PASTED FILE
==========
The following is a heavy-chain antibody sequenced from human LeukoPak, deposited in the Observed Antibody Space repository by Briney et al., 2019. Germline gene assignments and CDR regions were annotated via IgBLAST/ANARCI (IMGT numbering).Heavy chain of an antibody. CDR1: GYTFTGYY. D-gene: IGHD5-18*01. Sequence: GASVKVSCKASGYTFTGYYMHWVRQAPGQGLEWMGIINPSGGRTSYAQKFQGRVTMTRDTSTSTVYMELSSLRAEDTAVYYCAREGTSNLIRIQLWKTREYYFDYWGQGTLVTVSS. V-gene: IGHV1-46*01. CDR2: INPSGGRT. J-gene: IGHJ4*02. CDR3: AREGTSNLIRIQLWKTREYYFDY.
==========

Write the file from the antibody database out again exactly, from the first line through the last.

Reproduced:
The following is a heavy-chain antibody sequenced from human LeukoPak, deposited in the Observed Antibody Space repository by Briney et al., 2019. Germline gene assignments and CDR regions were annotated via IgBLAST/ANARCI (IMGT numbering).Heavy chain of an antibody. CDR1: GYTFTGYY. D-gene: IGHD5-18*01. Sequence: GASVKVSCKASGYTFTGYYMHWVRQAPGQGLEWMGIINPSGGRTSYAQKFQGRVTMTRDTSTSTVYMELSSLRAEDTAVYYCAREGTSNLIRIQLWKTREYYFDYWGQGTLVTVSS. V-gene: IGHV1-46*01. CDR2: INPSGGRT. J-gene: IGHJ4*02. CDR3: AREGTSNLIRIQLWKTREYYFDY.